If seeing this just frustrates you because you feel that you'll never understand how to use your camera no matter how good it is, just drop me a line from my website. I've trained dozens of photographers of all skill levels and I offer lessons that will definitely improve your photography and make it more enjoyable for you. 

© Brendon Pinola Photography 2015

 

 

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bpinola@gmail.com (Brendon Pinola Photography) learn how to use your camera http://www.brendonpinolaphotography.com/blog/2014/2/i-taught-my-camera-everything-it-knows Thu, 13 Feb 2014 01:37:20 GMT
Birmingham Botanical Gardens | Birmingham Photographer http://www.brendonpinolaphotography.com/blog/2014/2/birmingham-botanical-gardens-brendon-pinola-photography Birmingham Botanical Gardens | Brendon Pinola Photography

 

Brittany had her Bridal portraits shot at the Birmingham Botanical Gardens with Birmingham wedding photographer Brendon Pinola in the Spring of 2013. 

 

 

© Brendon Pinola Photography 2014

www.brendonpinolaphotography.com

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bpinola@gmail.com (Brendon Pinola Photography) Bridal portraits birmingham botanical gardens birmingham wedding photographer http://www.brendonpinolaphotography.com/blog/2014/2/birmingham-botanical-gardens-brendon-pinola-photography Tue, 04 Feb 2014 22:05:46 GMT
Tuscaloosa / Northport engagement session | Birmingham Photographer http://www.brendonpinolaphotography.com/blog/2014/2/tuscaloosa-/-northport-engagement-session-brendon-pinola-photography Tuscaloosa / Northport Engagement Session | Brendon Pinola Photography

 

Joy and Doug are UA grads and so they brought wedding photographer Brendon Pinola out to Tuscaloosa for their engagement session that was as glamorous as it was fun and touching. Stay tuned for another blog post of their wedding at Sixth Avenue Baptist Church in Birmingham and reception at the Cahaba Grand. Their wedding photos are being featured in Birmingham Weddings and Celebrations magazine in the Winter 2014 issue. So psyched!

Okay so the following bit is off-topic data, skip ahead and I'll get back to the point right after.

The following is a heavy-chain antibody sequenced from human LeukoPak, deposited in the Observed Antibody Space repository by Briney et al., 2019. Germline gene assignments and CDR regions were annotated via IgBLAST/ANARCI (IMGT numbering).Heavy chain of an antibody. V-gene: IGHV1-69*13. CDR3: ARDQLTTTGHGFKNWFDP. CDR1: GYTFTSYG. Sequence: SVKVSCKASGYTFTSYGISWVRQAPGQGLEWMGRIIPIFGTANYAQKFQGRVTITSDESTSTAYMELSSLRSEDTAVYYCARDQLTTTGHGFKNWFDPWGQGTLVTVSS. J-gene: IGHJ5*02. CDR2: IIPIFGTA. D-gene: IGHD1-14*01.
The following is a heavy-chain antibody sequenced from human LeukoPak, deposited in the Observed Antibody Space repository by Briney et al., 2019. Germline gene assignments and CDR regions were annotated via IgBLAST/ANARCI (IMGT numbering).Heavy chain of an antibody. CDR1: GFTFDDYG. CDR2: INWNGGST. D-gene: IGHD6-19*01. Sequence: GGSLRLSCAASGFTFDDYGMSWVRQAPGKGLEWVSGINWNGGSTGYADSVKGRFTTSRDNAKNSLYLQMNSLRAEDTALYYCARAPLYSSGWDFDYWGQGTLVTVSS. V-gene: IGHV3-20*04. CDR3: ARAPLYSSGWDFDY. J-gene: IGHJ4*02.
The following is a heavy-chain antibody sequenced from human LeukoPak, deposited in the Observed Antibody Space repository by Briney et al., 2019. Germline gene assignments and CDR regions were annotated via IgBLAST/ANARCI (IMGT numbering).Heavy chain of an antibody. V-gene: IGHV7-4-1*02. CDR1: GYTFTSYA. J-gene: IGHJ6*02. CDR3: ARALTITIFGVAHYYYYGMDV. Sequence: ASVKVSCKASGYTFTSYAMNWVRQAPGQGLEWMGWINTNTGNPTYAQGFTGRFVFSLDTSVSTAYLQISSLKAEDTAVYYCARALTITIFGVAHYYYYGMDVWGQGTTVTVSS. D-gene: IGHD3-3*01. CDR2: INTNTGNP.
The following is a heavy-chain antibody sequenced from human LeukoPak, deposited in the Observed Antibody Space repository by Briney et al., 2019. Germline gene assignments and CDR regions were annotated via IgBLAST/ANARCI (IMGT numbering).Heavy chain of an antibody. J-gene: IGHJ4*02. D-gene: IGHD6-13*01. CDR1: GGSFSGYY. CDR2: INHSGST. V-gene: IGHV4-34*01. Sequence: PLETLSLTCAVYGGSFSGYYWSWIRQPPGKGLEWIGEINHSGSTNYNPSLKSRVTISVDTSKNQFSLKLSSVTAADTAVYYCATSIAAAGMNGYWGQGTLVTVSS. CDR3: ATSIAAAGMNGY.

Tuscaloosa and Northport Engagement sessionTuscaloosa and Northport Engagement sessionJoy and Doug are UA grads and so they brought wedding photographer Brendon Pinola out to Tuscaloosa for their engagement session that was as glamorous as it was fun and touching. Tuscaloosa and Northport Engagement sessionTuscaloosa and Northport Engagement sessionJoy and Doug are UA grads and so they brought wedding photographer Brendon Pinola out to Tuscaloosa for their engagement session that was as glamorous as it was fun and touching. Tuscaloosa and Northport Engagement sessionTuscaloosa and Northport Engagement sessionJoy and Doug are UA grads and so they brought wedding photographer Brendon Pinola out to Tuscaloosa for their engagement session that was as glamorous as it was fun and touching. Tuscaloosa and Northport Engagement sessionTuscaloosa and Northport Engagement sessionJoy and Doug are UA grads and so they brought wedding photographer Brendon Pinola out to Tuscaloosa for their engagement session that was as glamorous as it was fun and touching. Tuscaloosa and Northport Engagement sessionTuscaloosa and Northport Engagement sessionJoy and Doug are UA grads and so they brought wedding photographer Brendon Pinola out to Tuscaloosa for their engagement session that was as glamorous as it was fun and touching. Tuscaloosa and Northport Engagement sessionTuscaloosa and Northport Engagement sessionJoy and Doug are UA grads and so they brought wedding photographer Brendon Pinola out to Tuscaloosa for their engagement session that was as glamorous as it was fun and touching. Tuscaloosa and Northport Engagement sessionTuscaloosa and Northport Engagement sessionJoy and Doug are UA grads and so they brought wedding photographer Brendon Pinola out to Tuscaloosa for their engagement session that was as glamorous as it was fun and touching. © Brendon Pinola Photography 2014